“In Spain the dead are more alive than the dead of any other place in the world: their profile cuts like the edge of a barber’s razor.” Federico García Lorca
When my grandfather was four years old, his parents put his siblings and him in a boat that was departing for France, to keep them safe while Spain was in the midst of civil war. He didn’t see his parents until the conflict was over, several years later. He once told me of a clear memory that he’d kept from that time: sitting in a bunker with his sisters, surrounded by hundreds of beds, and hundreds of kids, so many of them orphans. He was a niño de la guerra – a child of the war – one of thousands of children who were exiled for survival. My family was lucky; many of them never returned.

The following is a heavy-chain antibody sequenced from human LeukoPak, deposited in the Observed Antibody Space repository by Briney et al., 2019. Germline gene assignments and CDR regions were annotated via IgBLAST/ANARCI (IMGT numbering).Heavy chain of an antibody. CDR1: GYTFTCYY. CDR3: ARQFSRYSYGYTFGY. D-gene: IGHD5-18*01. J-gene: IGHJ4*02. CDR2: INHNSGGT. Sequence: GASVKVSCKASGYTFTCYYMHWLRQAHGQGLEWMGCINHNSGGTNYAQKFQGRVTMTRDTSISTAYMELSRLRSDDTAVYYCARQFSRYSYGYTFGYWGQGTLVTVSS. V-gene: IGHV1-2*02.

Todo is a mixed-media project that incorporates both new imagery and archival materials in order to connect the past and the present, and explore the lingering memory of fascism in contemporary Spain. My country’s history has been rewritten time and time again, and many historical facts deemed inconvenient to the Regime, or to the subsequent transition to democracy, have either been hidden behind thick walls of silence and shame or erased entirely. Spain has forgotten its past several times – sometimes willingly, sometimes forcefully – and even today facts and truths remain ambiguous and intrinsically shaped by ideology and conflict within Spanish history. Yet this memory is ever present; in its landscape, in its imagery, in society, in family, and even in myself